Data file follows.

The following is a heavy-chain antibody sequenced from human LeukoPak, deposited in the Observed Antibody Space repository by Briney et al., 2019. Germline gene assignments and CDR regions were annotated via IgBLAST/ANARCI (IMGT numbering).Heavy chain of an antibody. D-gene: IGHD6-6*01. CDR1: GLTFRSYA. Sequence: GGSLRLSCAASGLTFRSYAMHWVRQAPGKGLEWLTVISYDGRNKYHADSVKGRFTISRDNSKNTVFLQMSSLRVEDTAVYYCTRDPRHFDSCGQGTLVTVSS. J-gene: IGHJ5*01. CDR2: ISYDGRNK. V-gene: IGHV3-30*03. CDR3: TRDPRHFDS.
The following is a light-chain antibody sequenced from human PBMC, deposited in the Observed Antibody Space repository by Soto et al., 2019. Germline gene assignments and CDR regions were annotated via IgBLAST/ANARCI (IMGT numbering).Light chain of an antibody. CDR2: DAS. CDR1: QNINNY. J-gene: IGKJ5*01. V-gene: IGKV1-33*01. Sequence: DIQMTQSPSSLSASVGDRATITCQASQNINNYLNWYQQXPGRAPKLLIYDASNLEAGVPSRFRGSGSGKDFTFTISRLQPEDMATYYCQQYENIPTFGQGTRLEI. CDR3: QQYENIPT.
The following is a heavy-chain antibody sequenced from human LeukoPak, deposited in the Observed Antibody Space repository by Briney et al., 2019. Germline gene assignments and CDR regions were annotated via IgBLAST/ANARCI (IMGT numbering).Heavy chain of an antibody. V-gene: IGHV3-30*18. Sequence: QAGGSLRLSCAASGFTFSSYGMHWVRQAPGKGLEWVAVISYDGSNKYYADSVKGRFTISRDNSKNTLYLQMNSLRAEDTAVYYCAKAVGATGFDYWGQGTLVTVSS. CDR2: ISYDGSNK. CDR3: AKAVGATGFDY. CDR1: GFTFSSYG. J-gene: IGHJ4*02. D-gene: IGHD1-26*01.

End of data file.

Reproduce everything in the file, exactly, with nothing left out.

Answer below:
The following is a heavy-chain antibody sequenced from human LeukoPak, deposited in the Observed Antibody Space repository by Briney et al., 2019. Germline gene assignments and CDR regions were annotated via IgBLAST/ANARCI (IMGT numbering).Heavy chain of an antibody. D-gene: IGHD6-6*01. CDR1: GLTFRSYA. Sequence: GGSLRLSCAASGLTFRSYAMHWVRQAPGKGLEWLTVISYDGRNKYHADSVKGRFTISRDNSKNTVFLQMSSLRVEDTAVYYCTRDPRHFDSCGQGTLVTVSS. J-gene: IGHJ5*01. CDR2: ISYDGRNK. V-gene: IGHV3-30*03. CDR3: TRDPRHFDS.
The following is a light-chain antibody sequenced from human PBMC, deposited in the Observed Antibody Space repository by Soto et al., 2019. Germline gene assignments and CDR regions were annotated via IgBLAST/ANARCI (IMGT numbering).Light chain of an antibody. CDR2: DAS. CDR1: QNINNY. J-gene: IGKJ5*01. V-gene: IGKV1-33*01. Sequence: DIQMTQSPSSLSASVGDRATITCQASQNINNYLNWYQQXPGRAPKLLIYDASNLEAGVPSRFRGSGSGKDFTFTISRLQPEDMATYYCQQYENIPTFGQGTRLEI. CDR3: QQYENIPT.
The following is a heavy-chain antibody sequenced from human LeukoPak, deposited in the Observed Antibody Space repository by Briney et al., 2019. Germline gene assignments and CDR regions were annotated via IgBLAST/ANARCI (IMGT numbering).Heavy chain of an antibody. V-gene: IGHV3-30*18. Sequence: QAGGSLRLSCAASGFTFSSYGMHWVRQAPGKGLEWVAVISYDGSNKYYADSVKGRFTISRDNSKNTLYLQMNSLRAEDTAVYYCAKAVGATGFDYWGQGTLVTVSS. CDR2: ISYDGSNK. CDR3: AKAVGATGFDY. CDR1: GFTFSSYG. J-gene: IGHJ4*02. D-gene: IGHD1-26*01.